The above change may also reflect an improving capability against low altitude penetrators in a number of other areas where there are intelligence gaps, such as: (1) improved GCI vectoring accuracy through better site-to-site and site-to-aircraft data links; (2) employment of the mobile low-altitude SAMs of Ground Army Forces; (3) tactics such as radiation homing on interceptor aircraft and SAMs, and a nuclear warhead on the SA–2, to negate or degrade U.S. electronic countermeasures; (4) emergence of at least a partial look-down-shoot-down capability on the MIG–23, which is now operational with Ground Army Forces.

For the longer term, many Soviet activities seen at their R&D facilities are not fully understood. A pole-mounted, mobile radar has been observed which could extend the low altitude coverage of existing SAMs or could form the basis for a new SAM system. A high-performance SAM and SAM radar is being tested, probably for the ground forces, but which could have dual capability for homeland defense. A variety of other types of air defense radars, some elevated, are undergoing unknown tests.

Taken as a whole, the uncertainties inherent in a comprehensive assessment of Soviet air defense capabilities do not support the NIE view that “. . . it is unlikely that the Soviets will be able to cope with sophisticated low altitude attacks during the next 10 years.”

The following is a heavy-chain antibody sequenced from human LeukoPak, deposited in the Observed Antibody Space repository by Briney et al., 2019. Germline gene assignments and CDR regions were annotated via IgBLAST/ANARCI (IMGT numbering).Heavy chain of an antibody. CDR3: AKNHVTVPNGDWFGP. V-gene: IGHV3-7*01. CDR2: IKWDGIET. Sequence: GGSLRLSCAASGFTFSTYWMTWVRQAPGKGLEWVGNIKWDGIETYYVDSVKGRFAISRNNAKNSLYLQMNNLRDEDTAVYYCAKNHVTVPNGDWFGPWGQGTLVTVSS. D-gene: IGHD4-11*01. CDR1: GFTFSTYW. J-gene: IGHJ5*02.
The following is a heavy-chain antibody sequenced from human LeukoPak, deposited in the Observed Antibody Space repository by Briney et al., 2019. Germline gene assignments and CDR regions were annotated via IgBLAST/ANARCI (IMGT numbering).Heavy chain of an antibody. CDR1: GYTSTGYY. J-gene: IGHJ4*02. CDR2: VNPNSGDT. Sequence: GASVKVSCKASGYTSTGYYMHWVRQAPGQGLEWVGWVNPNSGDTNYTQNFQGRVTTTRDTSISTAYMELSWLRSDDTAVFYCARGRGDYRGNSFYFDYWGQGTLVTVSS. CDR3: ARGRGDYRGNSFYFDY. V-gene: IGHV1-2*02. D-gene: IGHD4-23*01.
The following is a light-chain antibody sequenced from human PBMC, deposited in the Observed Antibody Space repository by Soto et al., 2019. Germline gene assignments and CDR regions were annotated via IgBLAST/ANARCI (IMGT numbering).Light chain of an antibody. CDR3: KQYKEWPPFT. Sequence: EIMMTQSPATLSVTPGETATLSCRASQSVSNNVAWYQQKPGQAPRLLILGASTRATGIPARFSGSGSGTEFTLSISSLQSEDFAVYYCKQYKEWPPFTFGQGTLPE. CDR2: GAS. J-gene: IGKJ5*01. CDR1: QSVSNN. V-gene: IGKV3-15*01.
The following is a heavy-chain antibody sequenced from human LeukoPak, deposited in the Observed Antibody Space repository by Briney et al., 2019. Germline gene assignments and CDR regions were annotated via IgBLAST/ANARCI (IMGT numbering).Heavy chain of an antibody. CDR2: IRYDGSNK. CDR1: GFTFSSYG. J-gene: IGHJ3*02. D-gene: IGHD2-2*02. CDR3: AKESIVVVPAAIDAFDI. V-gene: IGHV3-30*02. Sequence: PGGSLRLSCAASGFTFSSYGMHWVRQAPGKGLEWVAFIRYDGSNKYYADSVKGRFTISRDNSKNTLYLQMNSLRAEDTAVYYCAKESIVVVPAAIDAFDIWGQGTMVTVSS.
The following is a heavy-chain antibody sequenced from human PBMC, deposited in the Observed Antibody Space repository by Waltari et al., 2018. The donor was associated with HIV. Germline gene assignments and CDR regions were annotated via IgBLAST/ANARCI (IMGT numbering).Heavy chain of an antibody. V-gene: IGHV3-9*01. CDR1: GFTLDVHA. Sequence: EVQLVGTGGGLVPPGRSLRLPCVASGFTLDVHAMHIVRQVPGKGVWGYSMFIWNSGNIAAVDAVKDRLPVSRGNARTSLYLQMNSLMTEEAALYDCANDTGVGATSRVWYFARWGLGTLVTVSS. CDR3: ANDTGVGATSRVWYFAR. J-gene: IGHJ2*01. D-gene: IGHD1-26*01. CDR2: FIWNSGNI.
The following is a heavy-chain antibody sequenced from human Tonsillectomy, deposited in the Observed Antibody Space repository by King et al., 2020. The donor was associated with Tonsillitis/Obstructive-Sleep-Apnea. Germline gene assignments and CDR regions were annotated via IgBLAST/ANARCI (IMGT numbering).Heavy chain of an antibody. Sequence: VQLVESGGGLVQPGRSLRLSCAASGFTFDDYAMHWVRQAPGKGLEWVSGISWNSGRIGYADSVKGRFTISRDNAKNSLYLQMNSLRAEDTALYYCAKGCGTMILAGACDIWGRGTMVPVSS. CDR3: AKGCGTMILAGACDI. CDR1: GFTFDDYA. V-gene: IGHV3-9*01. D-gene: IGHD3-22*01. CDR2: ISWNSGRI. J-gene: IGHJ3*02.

Having identified what we believe to be serious deficiencies in this NIE, there follows a series of observations examining the nature of the problems and some suggestions for their resolution.

Observations on the Intelligence Estimating Process

The root cause of the problems experienced both by the intelligence community and the users of intelligence is the lack of factual evidence and the difficulty of forecasting ten years into the future. Because [Page 699] of the importance attached to some intelligence subjects, there is an understandable desire to fill some of the intelligence holes with judgments. These judgments can then gain an acceptance approaching fact, and can then lead both the intelligence community and the users of intelligence into a single viewpoint which rejects alternatives, and can persist too long. Only when some surprise arises, totally contrary to the intelligence trend, is the pattern broken and another “review” ordered of the intelligence effort.

When decisions must be made, they are almost always based on incomplete information. When they involve intelligence information, the decision-maker should wish to know not only the facts but also the best judgments of the intelligence community and have some feeling for the uncertainties connected with these conclusions, including other possible situations consistent with the data. These uncertainties should lead the decision-maker to consider whether he should hedge his bets or to be prepared for possible reverses connected with failures of actions (or inactions) based on these assessments.